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Publication numberUS847557 A
Publication typeGrant
Publication dateMar 19, 1907
Filing dateOct 24, 1905
Priority dateOct 24, 1905
Publication numberUS 847557 A, US 847557A, US-A-847557, US847557 A, US847557A
InventorsPeter Dosch
Original AssigneePeter Dosch
Export CitationBiBTeX, EndNote, RefMan
External Links: USPTO, USPTO Assignment, Espacenet
Miter-box.
US 847557 A
Abstract  available in
Images(2)
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Claims  available in
Description  (OCR text may contain errors)

No. 847,557. PATENTED MAR. 19, 1907.

- P. DOSGH.

MITER BOX.

APPLICATION FILED 001224. 1905.

2 SHEETS-SHEET 1.

PATENTED MAR. 19, 1907.

' 2 SHEETS-SHEET 2.

-%9 2M I fla aif FFTQ.

PETER DOSCH, OF BRIDGEPCRT, CONNECTICUT.

lVllTER-BOX- Specification of Letters Patent.

Patented. March 19, 1907.

Application filed October 24, 1905. Serial No. 284,132.

To all whom, it may concern:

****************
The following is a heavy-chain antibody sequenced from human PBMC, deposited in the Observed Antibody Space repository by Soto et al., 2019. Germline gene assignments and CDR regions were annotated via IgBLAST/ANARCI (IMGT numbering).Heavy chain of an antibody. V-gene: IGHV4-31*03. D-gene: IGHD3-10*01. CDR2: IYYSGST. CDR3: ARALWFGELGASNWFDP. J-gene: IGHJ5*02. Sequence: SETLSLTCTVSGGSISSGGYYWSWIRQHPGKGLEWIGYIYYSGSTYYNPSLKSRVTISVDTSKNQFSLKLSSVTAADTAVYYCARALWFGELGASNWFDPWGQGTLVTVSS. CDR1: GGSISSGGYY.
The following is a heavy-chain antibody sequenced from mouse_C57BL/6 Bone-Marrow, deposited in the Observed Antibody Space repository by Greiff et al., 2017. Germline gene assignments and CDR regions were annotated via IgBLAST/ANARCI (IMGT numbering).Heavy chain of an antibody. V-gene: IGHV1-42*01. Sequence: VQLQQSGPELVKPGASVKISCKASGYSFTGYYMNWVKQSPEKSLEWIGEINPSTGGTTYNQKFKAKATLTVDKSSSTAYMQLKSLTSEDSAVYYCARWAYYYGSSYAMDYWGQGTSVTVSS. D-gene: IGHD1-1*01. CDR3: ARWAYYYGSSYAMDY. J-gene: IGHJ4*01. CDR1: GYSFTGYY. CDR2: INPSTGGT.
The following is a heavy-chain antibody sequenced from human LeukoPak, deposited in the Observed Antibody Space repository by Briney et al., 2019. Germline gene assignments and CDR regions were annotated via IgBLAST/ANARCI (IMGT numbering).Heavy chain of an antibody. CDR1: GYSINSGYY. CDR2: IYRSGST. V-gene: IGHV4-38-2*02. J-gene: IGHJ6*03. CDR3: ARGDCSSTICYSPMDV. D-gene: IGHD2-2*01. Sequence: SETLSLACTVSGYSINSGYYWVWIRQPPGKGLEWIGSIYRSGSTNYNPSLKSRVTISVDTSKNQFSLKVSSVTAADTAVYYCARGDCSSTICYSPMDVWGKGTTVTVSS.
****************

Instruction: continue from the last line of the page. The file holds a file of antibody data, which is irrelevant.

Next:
Be it known that 1, PETER DosoH, a citizen of the United States, and a resident in the city of Bridgeport, county of Fairfield, State of COIlIlGOLiCUl], have invented certain new and useful Improvements in Miter- Boxes, of which the following is a specification, reference being had to the accompanying drawings, in which Figure 1 illustrates a view in elevation of the apparatus. Fig. 2 illustrates a plan view. Fig. 3 illustrates a vertical sectional view of the adjustable devices which immediately support the saw, taken on the line 1 1 of Fig. '1. Fig. 4 illustrates a view, partly in vertical section, of the method of supporting the A-frame upon the standards of the device.